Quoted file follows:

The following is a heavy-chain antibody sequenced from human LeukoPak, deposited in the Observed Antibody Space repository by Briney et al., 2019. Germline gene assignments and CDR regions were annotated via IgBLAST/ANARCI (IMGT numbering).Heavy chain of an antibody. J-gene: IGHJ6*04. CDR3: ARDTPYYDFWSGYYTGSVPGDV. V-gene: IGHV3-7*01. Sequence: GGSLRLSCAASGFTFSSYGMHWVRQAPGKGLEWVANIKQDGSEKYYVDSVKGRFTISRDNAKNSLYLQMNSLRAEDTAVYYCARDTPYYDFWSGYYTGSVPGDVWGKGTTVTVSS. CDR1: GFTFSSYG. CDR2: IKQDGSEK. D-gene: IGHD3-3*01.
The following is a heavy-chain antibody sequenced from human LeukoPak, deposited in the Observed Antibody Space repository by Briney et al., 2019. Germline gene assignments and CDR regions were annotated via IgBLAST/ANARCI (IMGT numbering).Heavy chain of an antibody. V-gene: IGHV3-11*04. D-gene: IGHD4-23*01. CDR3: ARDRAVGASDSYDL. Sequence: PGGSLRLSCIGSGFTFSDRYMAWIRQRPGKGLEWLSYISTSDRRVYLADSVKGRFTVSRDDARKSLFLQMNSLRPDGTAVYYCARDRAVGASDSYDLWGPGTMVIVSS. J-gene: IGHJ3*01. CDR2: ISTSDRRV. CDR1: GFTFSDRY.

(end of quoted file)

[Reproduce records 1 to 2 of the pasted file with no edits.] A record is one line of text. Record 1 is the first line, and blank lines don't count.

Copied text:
The following is a heavy-chain antibody sequenced from human LeukoPak, deposited in the Observed Antibody Space repository by Briney et al., 2019. Germline gene assignments and CDR regions were annotated via IgBLAST/ANARCI (IMGT numbering).Heavy chain of an antibody. J-gene: IGHJ6*04. CDR3: ARDTPYYDFWSGYYTGSVPGDV. V-gene: IGHV3-7*01. Sequence: GGSLRLSCAASGFTFSSYGMHWVRQAPGKGLEWVANIKQDGSEKYYVDSVKGRFTISRDNAKNSLYLQMNSLRAEDTAVYYCARDTPYYDFWSGYYTGSVPGDVWGKGTTVTVSS. CDR1: GFTFSSYG. CDR2: IKQDGSEK. D-gene: IGHD3-3*01.
The following is a heavy-chain antibody sequenced from human LeukoPak, deposited in the Observed Antibody Space repository by Briney et al., 2019. Germline gene assignments and CDR regions were annotated via IgBLAST/ANARCI (IMGT numbering).Heavy chain of an antibody. V-gene: IGHV3-11*04. D-gene: IGHD4-23*01. CDR3: ARDRAVGASDSYDL. Sequence: PGGSLRLSCIGSGFTFSDRYMAWIRQRPGKGLEWLSYISTSDRRVYLADSVKGRFTVSRDDARKSLFLQMNSLRPDGTAVYYCARDRAVGASDSYDLWGPGTMVIVSS. J-gene: IGHJ3*01. CDR2: ISTSDRRV. CDR1: GFTFSDRY.